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Ivan Shafran
Ivan Shafran

Posted on • Originally published at Medium

Kotlin library development for Android/Java hints

Kotlin versions support

When we develop a regular app for Android we can choose any Kotlin version. Some teams prefer to use the latest version in order to try new features and tooling improvements. Some teams wait some time before switching to a new version. It can be linked to a release cycle or waiting for community feedback on the last version.

But when we develop a library on Kotlin we have to support both versions. Luckily Kotlin has good forward and backward compatibility.

Backward compatibility

It’s simple:

All binaries are backwards compatible, i.e. a newer compiler can read older binaries (e.g. 1.3 understands 1.0 through 1.2) [1]

But it only applies to fully stable APIs: std-lib, coroutines. Check [2] for the full list.

Forward compatibility

There is such statement:

Preferably (but we can’t guarantee it), the binary format is mostly forwards compatible with the next feature release, but not later ones (in the cases when new features are not used, e.g. 1.3 can understand most binaries from 1.4, but not 1.5). [1]

Not very specific but in practice, my library which targets 1.3 works fine with 1.2 and even 1.1 std-lib without any changes. And it’s not working with 1.0 due to function reference feature which I used in the library code.

But if we want more strict guarantees Kotlin compiler provides two useful flags: apiVersion and languageVersion.[3]

-language-version X.Y - compatibility mode for Kotlin language version X.Y, reports errors for all language features that came out later.[4]

-api-version X.Y - compatibility mode for Kotlin API version X.Y, reports errors for all code using newer APIs from the Kotlin Standard Library (including the code generated by the compiler).[4]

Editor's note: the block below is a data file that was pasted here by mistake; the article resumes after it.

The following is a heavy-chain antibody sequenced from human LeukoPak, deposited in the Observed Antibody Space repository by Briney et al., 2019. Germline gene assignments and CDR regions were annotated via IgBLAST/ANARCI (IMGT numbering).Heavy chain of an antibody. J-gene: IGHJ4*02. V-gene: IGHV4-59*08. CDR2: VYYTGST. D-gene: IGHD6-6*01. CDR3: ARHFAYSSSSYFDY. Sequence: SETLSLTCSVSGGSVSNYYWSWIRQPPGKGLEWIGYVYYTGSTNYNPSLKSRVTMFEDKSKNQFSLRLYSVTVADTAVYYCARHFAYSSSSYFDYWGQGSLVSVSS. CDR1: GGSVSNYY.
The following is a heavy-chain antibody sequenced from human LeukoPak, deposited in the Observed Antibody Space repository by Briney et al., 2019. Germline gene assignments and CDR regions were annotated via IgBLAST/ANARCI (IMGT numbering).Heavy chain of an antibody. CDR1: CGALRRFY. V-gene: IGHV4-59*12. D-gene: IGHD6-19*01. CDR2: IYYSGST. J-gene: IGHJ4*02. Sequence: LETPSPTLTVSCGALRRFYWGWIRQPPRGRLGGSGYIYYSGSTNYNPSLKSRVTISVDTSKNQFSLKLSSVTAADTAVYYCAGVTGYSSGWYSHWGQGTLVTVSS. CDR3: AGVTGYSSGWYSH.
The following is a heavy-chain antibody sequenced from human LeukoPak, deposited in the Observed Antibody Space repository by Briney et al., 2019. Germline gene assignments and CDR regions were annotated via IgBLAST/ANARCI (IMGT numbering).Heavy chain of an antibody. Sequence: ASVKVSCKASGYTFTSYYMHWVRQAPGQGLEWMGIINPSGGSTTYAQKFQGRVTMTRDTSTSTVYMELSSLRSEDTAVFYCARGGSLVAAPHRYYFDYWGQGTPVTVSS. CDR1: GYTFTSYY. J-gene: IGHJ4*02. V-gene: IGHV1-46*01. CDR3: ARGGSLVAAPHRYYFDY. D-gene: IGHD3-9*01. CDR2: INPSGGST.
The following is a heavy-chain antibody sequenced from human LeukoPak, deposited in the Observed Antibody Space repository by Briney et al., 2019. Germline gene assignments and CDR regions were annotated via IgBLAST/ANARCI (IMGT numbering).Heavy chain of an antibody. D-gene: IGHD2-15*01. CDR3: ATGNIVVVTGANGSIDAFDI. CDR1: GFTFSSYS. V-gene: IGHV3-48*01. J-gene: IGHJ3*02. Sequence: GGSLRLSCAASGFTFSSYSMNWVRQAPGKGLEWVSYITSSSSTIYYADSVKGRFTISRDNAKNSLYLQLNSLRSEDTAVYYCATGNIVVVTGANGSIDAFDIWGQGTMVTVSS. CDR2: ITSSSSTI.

In Gradle I’ve configured it as following:

tasks.withType(org.jetbrains.kotlin.gradle.tasks.KotlinCompile).all {
    kotlinOptions {
        apiVersion = "1.2"
        languageVersion = "1.2"
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After that, you will probably see some compilation errors. In order to fix them, you should exclude new features usages and write useful extension/function/classes from 1.3 by yourself.

Library development version

You can use the latest Kotlin version in your development. Except for new language features (which we can’t use due to apiVersion and languageVersion) it also brings compiler and tooling improvements.

Dropping support of old versions

In my opinion, it is not healthy to support old versions too long. I would recommend maintaining stability only one version back. Also, you could check release dates in artifacts repository to decide which versions to support [5].

Package structure and visibility

A good library should hide all unnecessary classes, functions and properties from library users. Mostly you should prefer using private and internal modifiers for these situations.

In addition, it is recommended to move all your not public code in the package with name “internal”:

Also, by convention, packages named “internal” are not considered public API. [8]

Java compatibility

In most cases, Kotlin does all work for you. It creates get/setfor properties for example.

Currently, I’ve faced only one problem. If you declare a public property in companion from Java it is accessible via Sample.Companion.INSTANCE. To fix that use @JvmField annotation.

class Sample {
    companion object {
        val INSTANCE = Sample()
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Kotlin dependency in pure Java project

An Android library which is distributed as aar doesn’t include its dependency. Therefore in pure Java project library users will get NoClassDefFoundError because your library depends on Kotlin std-lib. Thus you should write notices about that in the README file or docs.

But people don’t like to read docs a lot. I would suggest one trick below. Please share in comments your opinion is it a good practice or not?

Declare dependency checker:

public class DependencyChecker {
    public static void check() throws ClassNotFoundException {
        try {
            // Intrinsics exists in all std-lib versions
        } catch (ClassNotFoundException e) {
            throw new ClassNotFoundException("Library depends on Kotlin std-lib.\n" +
                 "Add to dependencies: org.jetbrains.kotlin:kotlin-stdlib:x.y.z"
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Check dependency in the static initializer block:

class Sample {
    companion object {
        init {
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And if someone forgets to include Kotlin std-lib dependency he will get the solution in a crash log not just error.



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